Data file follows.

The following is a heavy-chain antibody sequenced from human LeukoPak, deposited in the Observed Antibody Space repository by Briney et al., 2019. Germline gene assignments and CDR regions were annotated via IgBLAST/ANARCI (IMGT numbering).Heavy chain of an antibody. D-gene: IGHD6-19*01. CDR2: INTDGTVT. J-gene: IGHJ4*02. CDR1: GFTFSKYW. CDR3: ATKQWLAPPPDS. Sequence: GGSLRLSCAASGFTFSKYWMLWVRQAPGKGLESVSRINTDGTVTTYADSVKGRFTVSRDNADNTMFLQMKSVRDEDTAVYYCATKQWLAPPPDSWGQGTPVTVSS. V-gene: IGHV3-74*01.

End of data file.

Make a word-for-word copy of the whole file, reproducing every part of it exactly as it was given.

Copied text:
The following is a heavy-chain antibody sequenced from human LeukoPak, deposited in the Observed Antibody Space repository by Briney et al., 2019. Germline gene assignments and CDR regions were annotated via IgBLAST/ANARCI (IMGT numbering).Heavy chain of an antibody. D-gene: IGHD6-19*01. CDR2: INTDGTVT. J-gene: IGHJ4*02. CDR1: GFTFSKYW. CDR3: ATKQWLAPPPDS. Sequence: GGSLRLSCAASGFTFSKYWMLWVRQAPGKGLESVSRINTDGTVTTYADSVKGRFTVSRDNADNTMFLQMKSVRDEDTAVYYCATKQWLAPPPDSWGQGTPVTVSS. V-gene: IGHV3-74*01.